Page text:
How to improve your credit score so you can get a good deal on your new car
28 March 2023
By Joy Pearson
I think we can all agree that buying a new car or vehicle is exciting, that’s never going to change. It can, however, be a stressful experience if you are either unsure about your credit score or if you have been declined in the past. A low credit score can make it difficult to get approved for car finance or result in higher interest rates and less favorable terms. That doesn’t mean it’s the end. Improving your credit score is possible, so let’s talk about how…
Before changing anything, the first step you need to take is to check your credit report, as you might be surprised and not need to change anything in the first place. You can get a free copy of your credit report from each of the 3 major credit bureaus, (Equifax, Experian and Transunion), once a year. Review your report carefully to ensure that all the information is accurate and up-to-date. If you find any errors, or if you find something your not sure is accurate, make sure to dispute them immediately.
Payment history is the most critical factor in determining your credit score, accounting 35% of your credit score. Late payments, missed payments and defaults can significantly damage your credit score. Make sure to pay all your bills on time, including credit card bills, utility bills and rent/mortgage repayments. Setting up automatic payments can help you avoid missing payments.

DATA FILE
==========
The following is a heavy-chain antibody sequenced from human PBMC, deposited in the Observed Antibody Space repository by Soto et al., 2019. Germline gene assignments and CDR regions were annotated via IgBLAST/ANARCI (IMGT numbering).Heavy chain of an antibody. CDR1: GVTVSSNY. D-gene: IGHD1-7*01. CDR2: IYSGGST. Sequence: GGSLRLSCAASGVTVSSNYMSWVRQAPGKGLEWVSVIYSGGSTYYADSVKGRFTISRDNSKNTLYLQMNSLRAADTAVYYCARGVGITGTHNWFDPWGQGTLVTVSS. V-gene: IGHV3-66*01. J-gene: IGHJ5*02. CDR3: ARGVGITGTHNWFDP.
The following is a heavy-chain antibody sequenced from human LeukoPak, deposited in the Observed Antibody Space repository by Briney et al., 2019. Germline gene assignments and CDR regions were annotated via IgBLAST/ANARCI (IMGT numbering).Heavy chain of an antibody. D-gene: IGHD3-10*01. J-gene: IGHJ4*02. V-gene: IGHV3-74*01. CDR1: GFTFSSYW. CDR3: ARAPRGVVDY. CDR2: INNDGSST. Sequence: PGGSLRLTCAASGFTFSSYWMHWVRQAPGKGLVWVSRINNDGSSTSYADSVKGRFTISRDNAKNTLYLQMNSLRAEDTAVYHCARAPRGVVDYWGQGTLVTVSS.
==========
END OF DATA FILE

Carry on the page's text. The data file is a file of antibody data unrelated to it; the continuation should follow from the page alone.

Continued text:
Something people don’t always check is their credit utilization, which is the percentage of your available credit that you’re currently using. A high credit utilization ratio can negatively impact your credit score. Experts recommend keeping your credit utilization ratio below 30%, for example, if you have a credit card with a £10,000 limit, try to keep your balance below £3000.
Of course, one we all know, high levels of debt can also hurt your credit score. The amount of debt you owe accounts for 30% of your overall score. Paying down your debt can improve your credit score significantly. Start off paying off high-interest credit card debt first, then focus on paying off other debts, such as personal loans and auto loans.
Every time you apply for credit, such as a credit car or car loan, it results in a hard inquiry on your credit report, which can temporarily lower your credit score. Try to limit the number of credit applications you submit. Instead, research your options and choose the best one before applying.
Now improving your credit score is not a quick fix, but it’s worth the effort. A higher credit score can result in better loan terms, lower interest rates and more manageable monthly payments. By following the tips I have outlined above, you can improve your credit score and get a good deal on your new car.